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COMPOUND Q RAISES MEAN CD4 CELL COUNT FROM 190 TO 270

Executive Summary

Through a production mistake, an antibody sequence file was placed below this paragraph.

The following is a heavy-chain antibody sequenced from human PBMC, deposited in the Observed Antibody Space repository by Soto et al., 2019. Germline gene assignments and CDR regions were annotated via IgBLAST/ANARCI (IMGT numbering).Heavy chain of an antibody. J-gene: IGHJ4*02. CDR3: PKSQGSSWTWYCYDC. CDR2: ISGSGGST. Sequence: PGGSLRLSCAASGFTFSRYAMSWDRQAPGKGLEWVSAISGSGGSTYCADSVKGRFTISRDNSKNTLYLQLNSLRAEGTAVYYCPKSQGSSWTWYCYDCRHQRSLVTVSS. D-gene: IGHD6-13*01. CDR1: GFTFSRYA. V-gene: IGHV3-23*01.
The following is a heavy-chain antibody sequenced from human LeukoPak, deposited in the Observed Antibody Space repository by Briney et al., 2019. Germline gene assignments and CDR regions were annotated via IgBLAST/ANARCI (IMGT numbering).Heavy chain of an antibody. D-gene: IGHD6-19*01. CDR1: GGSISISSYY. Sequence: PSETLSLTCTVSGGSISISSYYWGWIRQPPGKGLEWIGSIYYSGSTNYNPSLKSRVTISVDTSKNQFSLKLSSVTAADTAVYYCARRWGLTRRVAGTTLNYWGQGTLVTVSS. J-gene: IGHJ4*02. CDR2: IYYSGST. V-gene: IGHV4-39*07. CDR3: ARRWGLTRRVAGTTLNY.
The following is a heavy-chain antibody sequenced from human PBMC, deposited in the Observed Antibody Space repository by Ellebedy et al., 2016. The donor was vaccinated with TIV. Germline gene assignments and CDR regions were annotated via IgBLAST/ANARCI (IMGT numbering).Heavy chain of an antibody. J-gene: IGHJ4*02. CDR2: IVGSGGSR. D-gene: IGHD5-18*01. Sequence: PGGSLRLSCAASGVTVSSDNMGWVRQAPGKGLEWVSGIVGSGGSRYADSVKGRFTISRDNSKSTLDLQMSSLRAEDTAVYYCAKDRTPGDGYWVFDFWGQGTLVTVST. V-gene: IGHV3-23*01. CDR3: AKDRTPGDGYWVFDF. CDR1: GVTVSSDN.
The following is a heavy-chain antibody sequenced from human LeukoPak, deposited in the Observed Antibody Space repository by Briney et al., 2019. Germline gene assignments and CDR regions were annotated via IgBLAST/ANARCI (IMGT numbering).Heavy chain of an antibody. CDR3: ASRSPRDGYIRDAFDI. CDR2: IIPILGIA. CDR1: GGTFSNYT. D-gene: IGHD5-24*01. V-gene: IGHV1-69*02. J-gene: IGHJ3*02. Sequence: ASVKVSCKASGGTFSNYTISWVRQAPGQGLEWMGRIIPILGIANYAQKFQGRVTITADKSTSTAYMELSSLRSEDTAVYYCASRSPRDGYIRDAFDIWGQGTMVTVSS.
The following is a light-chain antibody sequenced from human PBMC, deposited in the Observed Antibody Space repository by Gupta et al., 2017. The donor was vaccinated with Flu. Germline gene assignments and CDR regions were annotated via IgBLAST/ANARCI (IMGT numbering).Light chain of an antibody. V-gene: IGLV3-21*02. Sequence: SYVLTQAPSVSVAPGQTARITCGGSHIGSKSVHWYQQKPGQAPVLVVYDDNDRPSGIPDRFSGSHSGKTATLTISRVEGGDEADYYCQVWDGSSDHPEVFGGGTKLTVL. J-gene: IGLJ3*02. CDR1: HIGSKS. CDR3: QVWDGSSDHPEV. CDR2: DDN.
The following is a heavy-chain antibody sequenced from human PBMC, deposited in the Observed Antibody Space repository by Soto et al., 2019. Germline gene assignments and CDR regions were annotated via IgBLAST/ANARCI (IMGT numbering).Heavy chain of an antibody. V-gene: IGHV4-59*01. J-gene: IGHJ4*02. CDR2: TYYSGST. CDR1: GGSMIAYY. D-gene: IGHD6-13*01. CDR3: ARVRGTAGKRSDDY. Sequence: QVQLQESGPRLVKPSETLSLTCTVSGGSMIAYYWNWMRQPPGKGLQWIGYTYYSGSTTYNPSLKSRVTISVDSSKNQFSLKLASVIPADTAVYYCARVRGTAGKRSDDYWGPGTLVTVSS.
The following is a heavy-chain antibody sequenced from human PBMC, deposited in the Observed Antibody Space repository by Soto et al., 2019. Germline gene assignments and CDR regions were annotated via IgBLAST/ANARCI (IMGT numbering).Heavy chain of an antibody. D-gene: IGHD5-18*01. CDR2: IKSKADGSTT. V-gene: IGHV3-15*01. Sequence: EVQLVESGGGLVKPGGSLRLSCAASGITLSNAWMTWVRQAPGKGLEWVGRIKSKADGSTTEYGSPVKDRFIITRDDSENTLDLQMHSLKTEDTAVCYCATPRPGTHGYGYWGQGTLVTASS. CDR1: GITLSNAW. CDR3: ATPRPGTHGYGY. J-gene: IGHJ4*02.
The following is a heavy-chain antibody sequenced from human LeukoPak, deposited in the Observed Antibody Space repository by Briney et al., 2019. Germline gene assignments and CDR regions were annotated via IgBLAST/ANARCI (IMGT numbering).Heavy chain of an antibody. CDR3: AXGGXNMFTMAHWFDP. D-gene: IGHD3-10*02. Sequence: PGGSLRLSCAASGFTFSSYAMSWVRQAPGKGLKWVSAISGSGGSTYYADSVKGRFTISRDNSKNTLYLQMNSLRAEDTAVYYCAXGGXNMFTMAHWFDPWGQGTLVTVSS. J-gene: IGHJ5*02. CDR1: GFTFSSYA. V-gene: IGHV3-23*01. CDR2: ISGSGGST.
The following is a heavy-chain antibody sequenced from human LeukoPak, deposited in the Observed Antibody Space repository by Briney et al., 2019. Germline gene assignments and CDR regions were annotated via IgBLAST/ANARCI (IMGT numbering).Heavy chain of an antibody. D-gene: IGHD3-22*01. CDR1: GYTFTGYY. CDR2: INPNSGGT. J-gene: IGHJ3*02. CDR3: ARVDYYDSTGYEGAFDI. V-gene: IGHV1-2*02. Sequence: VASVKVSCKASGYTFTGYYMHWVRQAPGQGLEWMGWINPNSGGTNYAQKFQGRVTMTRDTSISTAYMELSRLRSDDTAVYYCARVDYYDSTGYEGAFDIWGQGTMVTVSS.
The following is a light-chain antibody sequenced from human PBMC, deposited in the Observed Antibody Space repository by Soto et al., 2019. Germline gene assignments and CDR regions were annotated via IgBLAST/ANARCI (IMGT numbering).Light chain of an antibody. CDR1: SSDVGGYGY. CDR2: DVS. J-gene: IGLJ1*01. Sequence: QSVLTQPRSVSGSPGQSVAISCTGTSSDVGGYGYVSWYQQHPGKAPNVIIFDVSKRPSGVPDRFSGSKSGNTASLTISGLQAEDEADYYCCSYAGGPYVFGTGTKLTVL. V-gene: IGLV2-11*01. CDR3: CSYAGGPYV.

COMPOUND Q RAISES MEAN CD4 CELL COUNT FROM 190 TO 270 after 116 days of treatment with the Chinese cucumber derivative trichosanthin, according to results on an ongoing community clinic trial on 46 patients. Project Inform Executive Director Martin Delaney reported the results June 22 at the Sixth International Conference on AIDS in San Francisco. The data shows that, on average, patients taking Compound Q and "low dose of AZT" showed "CD4 cells rising at the rate of .67 cells per day" while prior to treatment they were "experiencing a mean loss of .35 CD4 cells per day," Delaney said. The cohort of 46 patients has been followed an average of 116 days since beginning treatment. Delaney told reporters that the mean CD4 count of the cohort group was 190 at baseline and rose to a mean of 270 after 116 days. After an additional 60 days, the trends continued. Eight patients continued the rate of decline observed at 116 days, while the CD4 count in the 38 others flattened out of the curve or increased in slope. The dose used in the study was 16 micrograms per kilogram of body weight given once a month. Delaney said pharmacokinetic data suggests this is a "barely effective dose." Patients received a mean treatment of six doses to 20 doses. In a press release on his presentation, Delaney acknowledged that the Compound Q trial data "cannot be considered conclusive." However, he said, it should not be "dismiss[ed] casually...as it is difficult to explain [the findings] by any means other than a treatment effect." New England Journal of Medicine editor Arthur Relman criticized Delaney as being "irresponsible" at a press conference following the session.
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